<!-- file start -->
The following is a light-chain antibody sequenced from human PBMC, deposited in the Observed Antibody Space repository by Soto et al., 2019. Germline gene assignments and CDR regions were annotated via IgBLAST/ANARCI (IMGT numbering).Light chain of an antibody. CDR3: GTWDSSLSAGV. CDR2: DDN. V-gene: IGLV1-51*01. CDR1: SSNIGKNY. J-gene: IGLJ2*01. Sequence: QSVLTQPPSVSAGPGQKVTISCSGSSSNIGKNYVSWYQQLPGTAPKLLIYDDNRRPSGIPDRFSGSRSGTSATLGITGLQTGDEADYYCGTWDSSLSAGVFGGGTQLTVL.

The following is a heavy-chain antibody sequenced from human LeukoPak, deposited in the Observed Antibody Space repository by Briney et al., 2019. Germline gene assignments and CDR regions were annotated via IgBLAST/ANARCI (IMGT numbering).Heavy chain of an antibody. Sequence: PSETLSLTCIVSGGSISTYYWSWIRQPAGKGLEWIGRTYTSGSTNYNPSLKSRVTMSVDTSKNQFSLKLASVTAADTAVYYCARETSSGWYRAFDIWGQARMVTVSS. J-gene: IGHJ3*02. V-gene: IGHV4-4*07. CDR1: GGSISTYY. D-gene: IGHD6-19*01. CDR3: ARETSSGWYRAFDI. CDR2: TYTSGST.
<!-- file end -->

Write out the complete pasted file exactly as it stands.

The following is a light-chain antibody sequenced from human PBMC, deposited in the Observed Antibody Space repository by Soto et al., 2019. Germline gene assignments and CDR regions were annotated via IgBLAST/ANARCI (IMGT numbering).Light chain of an antibody. CDR3: GTWDSSLSAGV. CDR2: DDN. V-gene: IGLV1-51*01. CDR1: SSNIGKNY. J-gene: IGLJ2*01. Sequence: QSVLTQPPSVSAGPGQKVTISCSGSSSNIGKNYVSWYQQLPGTAPKLLIYDDNRRPSGIPDRFSGSRSGTSATLGITGLQTGDEADYYCGTWDSSLSAGVFGGGTQLTVL.

The following is a heavy-chain antibody sequenced from human LeukoPak, deposited in the Observed Antibody Space repository by Briney et al., 2019. Germline gene assignments and CDR regions were annotated via IgBLAST/ANARCI (IMGT numbering).Heavy chain of an antibody. Sequence: PSETLSLTCIVSGGSISTYYWSWIRQPAGKGLEWIGRTYTSGSTNYNPSLKSRVTMSVDTSKNQFSLKLASVTAADTAVYYCARETSSGWYRAFDIWGQARMVTVSS. J-gene: IGHJ3*02. V-gene: IGHV4-4*07. CDR1: GGSISTYY. D-gene: IGHD6-19*01. CDR3: ARETSSGWYRAFDI. CDR2: TYTSGST.